The San Antonio Symphony employs 72 full-time musicians. After months of negotiations, the symphony presented what it called its latest best offer which would reduce the size of the symphony to 42 full-time musicians with a contingent of 26 part-time musicians.

“The symphony orchestra’s board of directors is committed to living within its means,” said Corey Cowart, executive director of the San Antonio Symphony. “We have to accept budgets that are always ambitious, but, more importantly, achievable.”

The musicians’ union rejected the offer.

“That’s not what people auditioned for, that’s not what people accepted, that’s not why people moved here,” Goree said. “And so I would be very surprised if a lot of people didn’t go, I mean basically anyone who could go would go.”

“We’re always worried about losing people,” Cowart said. “This must be a concern for any orchestra.”

Cowart said that although negotiations have taken place because of the pandemic, the offer is part of a long-term goal of the board of directors to make the organization more sustainable. He said they had an operating budget of around $ 8 million in a normal year, but ticket sales only brought in just under $ 3 million.

“At the end of the day, there is no way to artistic excellence, or no path to artistic excellence, if we don’t have a viable organization,” said Cowart.

The San Antonio Symphony’s board of directors voted to declare a deadlock, forcing their latest best offer. The San Antonio Musicians’ Society responded by calling a strike.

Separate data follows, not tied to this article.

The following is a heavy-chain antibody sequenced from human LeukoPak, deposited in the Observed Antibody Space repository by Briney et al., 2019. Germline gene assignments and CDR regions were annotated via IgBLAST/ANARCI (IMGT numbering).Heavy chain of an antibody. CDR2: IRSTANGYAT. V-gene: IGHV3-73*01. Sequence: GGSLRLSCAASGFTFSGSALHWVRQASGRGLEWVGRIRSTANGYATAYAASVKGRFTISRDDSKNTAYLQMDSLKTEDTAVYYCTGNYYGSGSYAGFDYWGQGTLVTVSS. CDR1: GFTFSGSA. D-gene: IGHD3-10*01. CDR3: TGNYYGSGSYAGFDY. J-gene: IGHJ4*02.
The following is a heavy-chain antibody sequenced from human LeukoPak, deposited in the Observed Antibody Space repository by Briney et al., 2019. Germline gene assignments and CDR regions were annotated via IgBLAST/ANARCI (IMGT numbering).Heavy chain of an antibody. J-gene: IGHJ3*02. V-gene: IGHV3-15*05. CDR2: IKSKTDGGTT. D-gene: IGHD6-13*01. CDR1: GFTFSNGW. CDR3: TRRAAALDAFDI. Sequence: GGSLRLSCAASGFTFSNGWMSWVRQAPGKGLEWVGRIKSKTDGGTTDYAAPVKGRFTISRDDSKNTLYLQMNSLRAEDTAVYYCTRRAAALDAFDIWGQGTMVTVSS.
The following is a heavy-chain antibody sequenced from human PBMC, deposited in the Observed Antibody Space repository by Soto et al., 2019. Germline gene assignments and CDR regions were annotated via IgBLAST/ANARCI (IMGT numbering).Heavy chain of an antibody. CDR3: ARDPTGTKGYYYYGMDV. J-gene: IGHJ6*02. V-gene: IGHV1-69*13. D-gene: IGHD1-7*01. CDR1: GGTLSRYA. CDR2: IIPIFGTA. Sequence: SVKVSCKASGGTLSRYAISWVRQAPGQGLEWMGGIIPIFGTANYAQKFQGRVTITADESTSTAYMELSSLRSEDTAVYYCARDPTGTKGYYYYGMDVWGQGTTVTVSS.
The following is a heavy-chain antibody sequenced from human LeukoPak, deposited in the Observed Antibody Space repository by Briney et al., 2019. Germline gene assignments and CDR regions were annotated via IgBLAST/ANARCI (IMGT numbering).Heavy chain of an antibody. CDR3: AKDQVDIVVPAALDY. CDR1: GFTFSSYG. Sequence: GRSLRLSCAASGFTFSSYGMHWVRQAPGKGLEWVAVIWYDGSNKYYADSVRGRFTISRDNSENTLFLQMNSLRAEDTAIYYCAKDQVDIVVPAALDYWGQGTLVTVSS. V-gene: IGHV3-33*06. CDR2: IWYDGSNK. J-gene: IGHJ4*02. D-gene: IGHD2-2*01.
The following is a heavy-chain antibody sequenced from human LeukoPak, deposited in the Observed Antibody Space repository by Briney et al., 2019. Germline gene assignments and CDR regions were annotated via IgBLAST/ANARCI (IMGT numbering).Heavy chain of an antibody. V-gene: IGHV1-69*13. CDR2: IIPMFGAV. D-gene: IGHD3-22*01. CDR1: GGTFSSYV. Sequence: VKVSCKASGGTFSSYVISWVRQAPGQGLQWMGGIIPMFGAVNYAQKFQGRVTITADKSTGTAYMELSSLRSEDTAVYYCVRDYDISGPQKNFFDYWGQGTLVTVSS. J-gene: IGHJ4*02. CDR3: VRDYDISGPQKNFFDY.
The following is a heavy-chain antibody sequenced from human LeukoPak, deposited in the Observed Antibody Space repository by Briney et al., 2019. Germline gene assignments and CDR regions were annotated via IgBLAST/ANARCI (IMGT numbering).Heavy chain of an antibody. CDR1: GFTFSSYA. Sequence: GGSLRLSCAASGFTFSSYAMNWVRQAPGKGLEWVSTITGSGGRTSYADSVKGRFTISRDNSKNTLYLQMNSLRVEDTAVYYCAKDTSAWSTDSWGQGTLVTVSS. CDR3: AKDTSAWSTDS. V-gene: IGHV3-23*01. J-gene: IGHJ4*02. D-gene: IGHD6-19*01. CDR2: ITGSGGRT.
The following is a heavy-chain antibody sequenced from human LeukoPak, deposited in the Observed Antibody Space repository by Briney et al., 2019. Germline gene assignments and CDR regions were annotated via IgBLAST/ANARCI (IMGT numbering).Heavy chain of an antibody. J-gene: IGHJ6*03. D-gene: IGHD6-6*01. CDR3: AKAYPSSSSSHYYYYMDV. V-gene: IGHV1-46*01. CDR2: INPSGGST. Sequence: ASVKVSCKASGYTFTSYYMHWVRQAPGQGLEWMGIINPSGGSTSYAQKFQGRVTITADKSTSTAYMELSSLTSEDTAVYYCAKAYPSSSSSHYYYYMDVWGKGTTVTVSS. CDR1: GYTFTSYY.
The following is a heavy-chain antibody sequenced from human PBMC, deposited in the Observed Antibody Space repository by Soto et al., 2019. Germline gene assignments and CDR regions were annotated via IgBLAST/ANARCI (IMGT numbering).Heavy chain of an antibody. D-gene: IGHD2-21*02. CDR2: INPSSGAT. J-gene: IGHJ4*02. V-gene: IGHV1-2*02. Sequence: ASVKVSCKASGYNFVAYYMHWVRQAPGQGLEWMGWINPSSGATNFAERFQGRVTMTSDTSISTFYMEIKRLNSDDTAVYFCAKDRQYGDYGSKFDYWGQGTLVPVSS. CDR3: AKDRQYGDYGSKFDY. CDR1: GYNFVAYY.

“These terms will be the destruction of the San Antonio Symphony, and the musicians will not be complicit in the destruction of the San Antonio Symphony,” Goree said. “So we really didn’t see that we had a choice. “

Cowart said no shows have been delayed or canceled yet, but it’s something they may have to consider if a deal isn’t struck for a long time.

“We have to come to a mutual agreement with the local union and with our musicians to get them back on stage,” he said. “We can’t play without them.

Goree pointed out that the quality of life offered by a full symphony is one way of attracting business to San Antonio. But in the end, it’s other 11-year-old girls – as she once was – who worry her.

“I talk to members of the audience and there is always at least one from a middle school or high school orchestra who is there in class with his teacher. And they are so excited to talk to me, ask questions and take their picture with me, ”she said. “All of this is in danger of being lost.

https://www.youtube.com/watch?v=videoseries